A review by polkadotgirl
Those Who Prey by Jennifer Moffett


4/5 started:

Those Who Prey started off as a slightly stereotypical exploration of a cult and how Emily, a freshman student in college, is misled into joining it through different manipulation techniques, and the emotional abuse she suffers the deeper in it that she gets. I didn't mind that the story read off as a fictional pamphlet for cult behaviors in the first 100 pages because I understood that it was "simplifying" a very complex process in order to make it better understood by the YA audience it's trying to reach.

Fortunately, the story finds its own voice from the second act onwards, when the main mystery of the plot is introduced and when we have Emily completely committed to the cult and its members.

I really liked Emily as a main character and how her inner monologue was so helpful in understanding the point she was at during every bit of the story. It was easy to never resent her decisions because her confusion, and her pain, and her need to belong was well established from the beginning of the book. When her thoughts began to turn questioning and even resentful you understood why that was happened and how her journey was beginning to come to unravel as she realized things that she had been blind to before.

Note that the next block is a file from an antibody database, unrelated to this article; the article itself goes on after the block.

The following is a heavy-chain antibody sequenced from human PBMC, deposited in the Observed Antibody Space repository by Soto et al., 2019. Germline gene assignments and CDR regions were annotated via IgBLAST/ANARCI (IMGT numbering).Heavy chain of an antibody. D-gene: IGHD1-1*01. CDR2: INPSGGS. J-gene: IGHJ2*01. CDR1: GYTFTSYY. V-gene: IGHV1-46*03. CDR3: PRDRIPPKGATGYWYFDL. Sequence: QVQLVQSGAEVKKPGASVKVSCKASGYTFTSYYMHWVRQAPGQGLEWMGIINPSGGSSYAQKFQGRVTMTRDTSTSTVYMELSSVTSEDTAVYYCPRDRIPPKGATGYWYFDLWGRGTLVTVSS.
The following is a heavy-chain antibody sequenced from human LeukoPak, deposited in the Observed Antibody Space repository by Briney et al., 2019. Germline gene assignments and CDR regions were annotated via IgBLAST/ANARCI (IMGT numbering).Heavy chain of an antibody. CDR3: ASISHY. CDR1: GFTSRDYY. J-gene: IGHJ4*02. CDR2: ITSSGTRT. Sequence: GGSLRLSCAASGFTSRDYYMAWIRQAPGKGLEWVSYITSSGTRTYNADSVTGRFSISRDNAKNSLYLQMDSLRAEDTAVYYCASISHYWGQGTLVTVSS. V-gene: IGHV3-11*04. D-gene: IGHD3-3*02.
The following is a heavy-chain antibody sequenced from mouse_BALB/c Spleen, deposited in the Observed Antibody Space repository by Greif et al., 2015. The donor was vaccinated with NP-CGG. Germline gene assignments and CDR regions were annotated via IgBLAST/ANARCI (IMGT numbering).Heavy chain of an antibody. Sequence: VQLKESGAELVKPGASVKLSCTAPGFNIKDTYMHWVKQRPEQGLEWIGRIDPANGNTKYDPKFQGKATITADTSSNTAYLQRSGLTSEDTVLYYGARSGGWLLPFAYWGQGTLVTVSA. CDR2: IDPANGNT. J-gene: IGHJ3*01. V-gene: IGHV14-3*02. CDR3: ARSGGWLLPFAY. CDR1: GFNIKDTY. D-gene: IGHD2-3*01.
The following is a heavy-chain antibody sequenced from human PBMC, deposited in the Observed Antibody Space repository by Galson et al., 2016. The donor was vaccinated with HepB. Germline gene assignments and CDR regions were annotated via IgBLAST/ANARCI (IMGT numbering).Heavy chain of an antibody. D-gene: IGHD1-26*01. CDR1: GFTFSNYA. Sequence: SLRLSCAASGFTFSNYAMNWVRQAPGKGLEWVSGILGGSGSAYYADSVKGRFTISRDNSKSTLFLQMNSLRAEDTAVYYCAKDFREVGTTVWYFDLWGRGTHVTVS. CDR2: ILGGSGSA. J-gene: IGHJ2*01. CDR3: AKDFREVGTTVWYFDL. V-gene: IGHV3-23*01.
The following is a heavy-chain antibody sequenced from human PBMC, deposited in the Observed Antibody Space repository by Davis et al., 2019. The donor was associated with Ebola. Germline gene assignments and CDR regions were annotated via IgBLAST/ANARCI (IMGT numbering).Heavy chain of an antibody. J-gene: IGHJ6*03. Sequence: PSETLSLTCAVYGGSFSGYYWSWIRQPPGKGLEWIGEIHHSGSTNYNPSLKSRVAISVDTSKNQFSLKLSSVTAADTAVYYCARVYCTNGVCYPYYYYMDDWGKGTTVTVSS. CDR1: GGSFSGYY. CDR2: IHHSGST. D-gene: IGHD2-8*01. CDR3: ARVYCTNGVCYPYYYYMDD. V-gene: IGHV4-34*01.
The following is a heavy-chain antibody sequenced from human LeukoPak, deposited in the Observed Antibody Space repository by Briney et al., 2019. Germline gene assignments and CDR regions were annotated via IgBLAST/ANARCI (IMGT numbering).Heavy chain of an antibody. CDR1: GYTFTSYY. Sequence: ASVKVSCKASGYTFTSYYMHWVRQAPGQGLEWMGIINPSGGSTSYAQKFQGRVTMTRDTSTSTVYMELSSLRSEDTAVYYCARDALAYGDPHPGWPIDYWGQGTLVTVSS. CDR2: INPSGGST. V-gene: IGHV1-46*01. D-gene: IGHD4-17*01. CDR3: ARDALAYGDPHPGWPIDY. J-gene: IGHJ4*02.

My favorite part of the book was the last act, because I believe this is where we get to see Emily flourish as a main character, and we witness the growth she had throughout her whole experience, with her insecurities and doubts still present because she's human, after all. I also appreciated the slightly unresolved ending to the book, both plot wise and in Emily's emotional journey. I know it may not be the preferred ending for a lot of people, as it does not answer every question that the book introduces during the story, but it made the story feel more realistic and complete -what an irony- for me.

It was a pleasant surprise to find that the book includes mixed media aspects to it, like interviews and excepts from an article, but I would say that if someone were to pick it up for that sole aspect they could be disappointed, as it is a very small part of the book.